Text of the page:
Campaigners made their voices heard through the south of the city as they walked from Albert Road to Castle Field on Saturday to chants of ‘the NHS is here to stay,’ ahead of the service’s 73rd birthday on Monday.
Their demands included a 15 per cent pay rise for staff, no further cuts and an end to privatisation of the NHS.
One of its organisers and trade union Unite member, Veronika Wagner - who is a mental health doctor in the area - explained why it was necessary.
‘We need pay justice for our NHS workers,’ she said.
‘But also it’s about patient safety and recruiting more staff. Even before the pandemic we were about 100,000 staff members short, which is about 10,000 doctors and 40,000 nurses. And around 1,000 staff died of Covid, with 100,000 suffering from long Covid.
‘Of course this puts our patients at risk and we’ve already seen unprecedented numbers on hospital waiting lists - with five million waiting for treatment across the country.’
Former nurse of 25 years Barbara Wild, who attended as a member of the Solent Women Against State Pension Inequality, was concerned for the future of the NHS.
The 66-year-old from Cosham said: ‘The NHS I used to work for doesn’t exist anymore, it’s very concerning.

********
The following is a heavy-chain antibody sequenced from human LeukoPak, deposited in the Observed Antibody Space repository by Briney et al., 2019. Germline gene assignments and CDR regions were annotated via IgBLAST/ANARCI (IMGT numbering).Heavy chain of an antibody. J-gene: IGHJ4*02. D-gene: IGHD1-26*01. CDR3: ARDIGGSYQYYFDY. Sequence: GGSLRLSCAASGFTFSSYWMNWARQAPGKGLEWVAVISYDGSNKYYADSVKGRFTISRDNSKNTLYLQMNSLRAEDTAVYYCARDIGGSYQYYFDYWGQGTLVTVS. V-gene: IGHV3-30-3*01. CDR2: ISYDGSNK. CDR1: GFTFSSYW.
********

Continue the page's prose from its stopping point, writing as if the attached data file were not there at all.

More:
‘One of my main worries is that we’re losing so many nurses with experience and they’re not recruiting enough people to replace them.’
Residents of all ages gave their backing to the cause.
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10-year-old Etta Toghill from Southsea was there with her mum and younger siblings. Her grandmother recently underwent surgery through the NHS.
‘We are here to protect the NHS,’ she said.
‘My grandma was in hospital for three weeks. The NHS helped her get better.
‘We want the staff to be paid more.’
And Portsmouth South MP Stephen Morgan joined the group on their march.
He added: ‘What I hear most from my constituents is them saying we’ve got a government that is just clapping for these heroes but have not shown them any real recognition for what they have done in the pandemic.’